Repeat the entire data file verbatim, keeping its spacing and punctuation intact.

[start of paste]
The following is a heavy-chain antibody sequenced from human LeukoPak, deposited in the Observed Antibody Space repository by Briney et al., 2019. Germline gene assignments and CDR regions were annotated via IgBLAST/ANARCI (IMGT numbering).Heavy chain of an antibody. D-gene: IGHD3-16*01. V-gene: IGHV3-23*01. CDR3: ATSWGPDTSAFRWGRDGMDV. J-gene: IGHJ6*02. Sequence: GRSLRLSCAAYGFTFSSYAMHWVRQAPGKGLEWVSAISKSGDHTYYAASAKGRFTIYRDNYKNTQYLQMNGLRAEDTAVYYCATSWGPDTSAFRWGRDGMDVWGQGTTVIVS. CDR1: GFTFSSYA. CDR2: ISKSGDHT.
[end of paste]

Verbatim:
The following is a heavy-chain antibody sequenced from human LeukoPak, deposited in the Observed Antibody Space repository by Briney et al., 2019. Germline gene assignments and CDR regions were annotated via IgBLAST/ANARCI (IMGT numbering).Heavy chain of an antibody. D-gene: IGHD3-16*01. V-gene: IGHV3-23*01. CDR3: ATSWGPDTSAFRWGRDGMDV. J-gene: IGHJ6*02. Sequence: GRSLRLSCAAYGFTFSSYAMHWVRQAPGKGLEWVSAISKSGDHTYYAASAKGRFTIYRDNYKNTQYLQMNGLRAEDTAVYYCATSWGPDTSAFRWGRDGMDVWGQGTTVIVS. CDR1: GFTFSSYA. CDR2: ISKSGDHT.